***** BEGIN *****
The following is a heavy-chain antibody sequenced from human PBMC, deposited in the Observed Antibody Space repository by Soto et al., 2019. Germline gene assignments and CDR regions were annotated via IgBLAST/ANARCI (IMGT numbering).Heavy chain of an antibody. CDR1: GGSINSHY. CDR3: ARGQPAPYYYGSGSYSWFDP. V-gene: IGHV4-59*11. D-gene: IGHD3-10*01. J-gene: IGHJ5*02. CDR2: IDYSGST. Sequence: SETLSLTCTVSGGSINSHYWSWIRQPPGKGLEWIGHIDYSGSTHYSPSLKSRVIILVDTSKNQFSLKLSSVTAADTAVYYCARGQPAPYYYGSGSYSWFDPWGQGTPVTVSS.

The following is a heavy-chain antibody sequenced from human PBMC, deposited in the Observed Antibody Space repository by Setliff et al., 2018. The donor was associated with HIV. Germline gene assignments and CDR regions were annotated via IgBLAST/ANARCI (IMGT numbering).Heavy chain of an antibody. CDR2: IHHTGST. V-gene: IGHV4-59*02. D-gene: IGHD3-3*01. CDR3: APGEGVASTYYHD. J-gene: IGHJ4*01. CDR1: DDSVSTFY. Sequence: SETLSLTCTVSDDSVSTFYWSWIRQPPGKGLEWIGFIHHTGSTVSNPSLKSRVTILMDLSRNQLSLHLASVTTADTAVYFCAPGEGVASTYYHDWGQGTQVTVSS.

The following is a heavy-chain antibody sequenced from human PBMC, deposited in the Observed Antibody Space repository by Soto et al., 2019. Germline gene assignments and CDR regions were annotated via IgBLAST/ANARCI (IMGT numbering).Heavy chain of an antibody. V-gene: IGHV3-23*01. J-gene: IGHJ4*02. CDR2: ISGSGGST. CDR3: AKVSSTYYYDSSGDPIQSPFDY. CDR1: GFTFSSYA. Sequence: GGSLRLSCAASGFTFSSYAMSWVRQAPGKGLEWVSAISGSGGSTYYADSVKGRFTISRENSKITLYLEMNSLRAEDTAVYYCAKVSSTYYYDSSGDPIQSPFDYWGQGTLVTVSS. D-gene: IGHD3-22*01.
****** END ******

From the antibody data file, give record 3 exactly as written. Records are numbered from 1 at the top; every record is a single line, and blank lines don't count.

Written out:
The following is a heavy-chain antibody sequenced from human PBMC, deposited in the Observed Antibody Space repository by Soto et al., 2019. Germline gene assignments and CDR regions were annotated via IgBLAST/ANARCI (IMGT numbering).Heavy chain of an antibody. V-gene: IGHV3-23*01. J-gene: IGHJ4*02. CDR2: ISGSGGST. CDR3: AKVSSTYYYDSSGDPIQSPFDY. CDR1: GFTFSSYA. Sequence: GGSLRLSCAASGFTFSSYAMSWVRQAPGKGLEWVSAISGSGGSTYYADSVKGRFTISRENSKITLYLEMNSLRAEDTAVYYCAKVSSTYYYDSSGDPIQSPFDYWGQGTLVTVSS. D-gene: IGHD3-22*01.